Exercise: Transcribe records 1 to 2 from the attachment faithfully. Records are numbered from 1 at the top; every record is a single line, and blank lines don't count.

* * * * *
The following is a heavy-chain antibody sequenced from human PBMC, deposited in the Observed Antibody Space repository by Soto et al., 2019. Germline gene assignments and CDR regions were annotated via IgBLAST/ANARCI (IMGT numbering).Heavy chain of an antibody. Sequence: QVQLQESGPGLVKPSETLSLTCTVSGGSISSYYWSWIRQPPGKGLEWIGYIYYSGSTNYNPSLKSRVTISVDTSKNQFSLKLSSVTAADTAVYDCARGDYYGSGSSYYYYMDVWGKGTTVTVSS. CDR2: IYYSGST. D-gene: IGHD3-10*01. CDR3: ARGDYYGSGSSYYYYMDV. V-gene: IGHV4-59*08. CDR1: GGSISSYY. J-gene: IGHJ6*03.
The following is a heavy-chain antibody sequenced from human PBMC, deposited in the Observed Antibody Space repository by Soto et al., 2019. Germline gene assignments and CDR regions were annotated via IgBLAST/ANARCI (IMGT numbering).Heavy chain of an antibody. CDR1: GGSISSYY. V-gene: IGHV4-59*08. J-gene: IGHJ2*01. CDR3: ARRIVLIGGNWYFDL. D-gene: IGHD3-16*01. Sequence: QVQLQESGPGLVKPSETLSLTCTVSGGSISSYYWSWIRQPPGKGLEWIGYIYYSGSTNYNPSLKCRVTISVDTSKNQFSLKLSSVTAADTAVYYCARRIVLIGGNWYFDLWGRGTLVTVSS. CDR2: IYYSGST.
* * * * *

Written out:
The following is a heavy-chain antibody sequenced from human PBMC, deposited in the Observed Antibody Space repository by Soto et al., 2019. Germline gene assignments and CDR regions were annotated via IgBLAST/ANARCI (IMGT numbering).Heavy chain of an antibody. Sequence: QVQLQESGPGLVKPSETLSLTCTVSGGSISSYYWSWIRQPPGKGLEWIGYIYYSGSTNYNPSLKSRVTISVDTSKNQFSLKLSSVTAADTAVYDCARGDYYGSGSSYYYYMDVWGKGTTVTVSS. CDR2: IYYSGST. D-gene: IGHD3-10*01. CDR3: ARGDYYGSGSSYYYYMDV. V-gene: IGHV4-59*08. CDR1: GGSISSYY. J-gene: IGHJ6*03.
The following is a heavy-chain antibody sequenced from human PBMC, deposited in the Observed Antibody Space repository by Soto et al., 2019. Germline gene assignments and CDR regions were annotated via IgBLAST/ANARCI (IMGT numbering).Heavy chain of an antibody. CDR1: GGSISSYY. V-gene: IGHV4-59*08. J-gene: IGHJ2*01. CDR3: ARRIVLIGGNWYFDL. D-gene: IGHD3-16*01. Sequence: QVQLQESGPGLVKPSETLSLTCTVSGGSISSYYWSWIRQPPGKGLEWIGYIYYSGSTNYNPSLKCRVTISVDTSKNQFSLKLSSVTAADTAVYYCARRIVLIGGNWYFDLWGRGTLVTVSS. CDR2: IYYSGST.